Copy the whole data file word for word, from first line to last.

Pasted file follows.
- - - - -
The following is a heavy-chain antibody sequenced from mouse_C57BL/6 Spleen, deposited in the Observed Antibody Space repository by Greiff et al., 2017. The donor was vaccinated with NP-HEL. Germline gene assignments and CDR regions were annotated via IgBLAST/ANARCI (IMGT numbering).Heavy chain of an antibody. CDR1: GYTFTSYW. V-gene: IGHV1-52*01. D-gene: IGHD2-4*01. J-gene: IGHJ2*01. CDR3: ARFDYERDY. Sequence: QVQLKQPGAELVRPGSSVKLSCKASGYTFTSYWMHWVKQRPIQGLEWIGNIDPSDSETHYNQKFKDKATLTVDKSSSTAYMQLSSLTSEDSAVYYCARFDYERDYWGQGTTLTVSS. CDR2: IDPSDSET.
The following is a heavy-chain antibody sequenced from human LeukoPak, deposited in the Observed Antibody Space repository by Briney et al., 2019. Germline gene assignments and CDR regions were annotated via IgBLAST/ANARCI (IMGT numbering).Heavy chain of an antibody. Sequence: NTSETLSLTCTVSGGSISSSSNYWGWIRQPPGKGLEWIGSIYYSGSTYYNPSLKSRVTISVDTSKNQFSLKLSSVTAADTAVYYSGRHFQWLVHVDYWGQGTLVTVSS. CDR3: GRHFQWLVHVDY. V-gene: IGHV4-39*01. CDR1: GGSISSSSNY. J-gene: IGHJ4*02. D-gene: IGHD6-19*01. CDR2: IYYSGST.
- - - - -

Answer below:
The following is a heavy-chain antibody sequenced from mouse_C57BL/6 Spleen, deposited in the Observed Antibody Space repository by Greiff et al., 2017. The donor was vaccinated with NP-HEL. Germline gene assignments and CDR regions were annotated via IgBLAST/ANARCI (IMGT numbering).Heavy chain of an antibody. CDR1: GYTFTSYW. V-gene: IGHV1-52*01. D-gene: IGHD2-4*01. J-gene: IGHJ2*01. CDR3: ARFDYERDY. Sequence: QVQLKQPGAELVRPGSSVKLSCKASGYTFTSYWMHWVKQRPIQGLEWIGNIDPSDSETHYNQKFKDKATLTVDKSSSTAYMQLSSLTSEDSAVYYCARFDYERDYWGQGTTLTVSS. CDR2: IDPSDSET.
The following is a heavy-chain antibody sequenced from human LeukoPak, deposited in the Observed Antibody Space repository by Briney et al., 2019. Germline gene assignments and CDR regions were annotated via IgBLAST/ANARCI (IMGT numbering).Heavy chain of an antibody. Sequence: NTSETLSLTCTVSGGSISSSSNYWGWIRQPPGKGLEWIGSIYYSGSTYYNPSLKSRVTISVDTSKNQFSLKLSSVTAADTAVYYSGRHFQWLVHVDYWGQGTLVTVSS. CDR3: GRHFQWLVHVDY. V-gene: IGHV4-39*01. CDR1: GGSISSSSNY. J-gene: IGHJ4*02. D-gene: IGHD6-19*01. CDR2: IYYSGST.